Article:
Bohemian Rhapsody

Bohemian Rhapsody

Queen

Widely considered to be one of the greatest songs of all time, “Bohemian Rhapsody” was the first single released from Queen’s fourth studio album, A Night at the Opera. It became an international success, reaching #1 in seven countries and peaking at #9 in the United States. Seventeen years after its initial release, “Bohemian Rhapsody” re-entered the pop charts in the US, peaking at #2 after being featured in the 1992 hit movie Wayne’s World. In 2002, the song was listed at #1 in a Guinness World Records poll as Britain’s favourite single of all time—ranking higher than four Beatles tracks and “Imagine” by John Lennon.

Complex and operatic both musically and lyrically, “Bohemian Rhapsody” (like Led Zeppelin’s “Stairway to Heaven” and The Eagles“Hotel California”) has attracted endless fan theories and commentary. The surviving band members have claimed that the narrative is based on the Faust legend; critics have found possible sources in opera and Freddie Mercury’s personal biography; but like any good piece of art, it’s open to interpretation.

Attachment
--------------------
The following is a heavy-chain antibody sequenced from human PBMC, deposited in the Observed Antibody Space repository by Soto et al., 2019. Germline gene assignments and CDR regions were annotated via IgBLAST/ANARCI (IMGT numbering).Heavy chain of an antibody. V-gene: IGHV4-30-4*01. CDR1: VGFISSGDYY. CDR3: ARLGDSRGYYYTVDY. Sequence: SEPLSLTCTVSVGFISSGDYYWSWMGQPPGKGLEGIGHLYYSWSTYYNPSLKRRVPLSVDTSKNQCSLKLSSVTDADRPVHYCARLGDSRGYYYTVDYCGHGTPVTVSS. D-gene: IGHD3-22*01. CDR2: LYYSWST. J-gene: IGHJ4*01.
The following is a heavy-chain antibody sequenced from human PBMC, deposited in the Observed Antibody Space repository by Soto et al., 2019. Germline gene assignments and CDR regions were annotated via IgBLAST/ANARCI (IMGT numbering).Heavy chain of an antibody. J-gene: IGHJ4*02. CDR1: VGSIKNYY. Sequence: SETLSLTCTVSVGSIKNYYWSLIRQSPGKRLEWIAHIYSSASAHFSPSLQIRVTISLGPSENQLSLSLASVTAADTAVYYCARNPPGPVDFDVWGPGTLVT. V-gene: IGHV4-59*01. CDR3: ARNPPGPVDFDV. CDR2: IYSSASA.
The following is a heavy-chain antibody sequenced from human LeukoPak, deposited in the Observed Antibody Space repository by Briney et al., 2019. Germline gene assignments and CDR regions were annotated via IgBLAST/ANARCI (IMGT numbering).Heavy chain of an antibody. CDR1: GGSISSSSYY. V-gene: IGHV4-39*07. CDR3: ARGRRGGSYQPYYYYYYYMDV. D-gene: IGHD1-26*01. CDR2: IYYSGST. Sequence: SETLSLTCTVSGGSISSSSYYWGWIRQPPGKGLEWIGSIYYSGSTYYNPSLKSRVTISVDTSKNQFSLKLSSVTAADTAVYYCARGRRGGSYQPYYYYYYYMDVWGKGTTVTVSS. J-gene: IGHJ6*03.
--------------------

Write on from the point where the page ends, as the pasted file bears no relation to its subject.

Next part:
The word “Bohemian” seems to refer to a group of artists and musicians from the 19th century, known for defying convention and living with disregard for standards; as opposed to the region of Bohemia in the Czech Republic. Meanwhile the term “rhapsody” (derived from the Greek: ῥαψῳδός or rhapsōidos for a reciter of epic poetry, or a rhapsodist) is a piece of classical music with distinct sections that are played as one movement. Rhapsodies often feature dense themes or narratives.

As of December 2018, “Bohemian Rhapsody” is the most streamed song of the 20th century.

“Bohemian Rhapsody” has got a very diverse song structure. It includes:
Intro (0:00-0:49)
Ballad section (0:49-2:37)
Brian May‘s’ guitar solo (2:37-3:05)
Operatic verse (3:05-4:07)
Hard-rock verse (4:07-4:54)
Coda (4:54-5:55)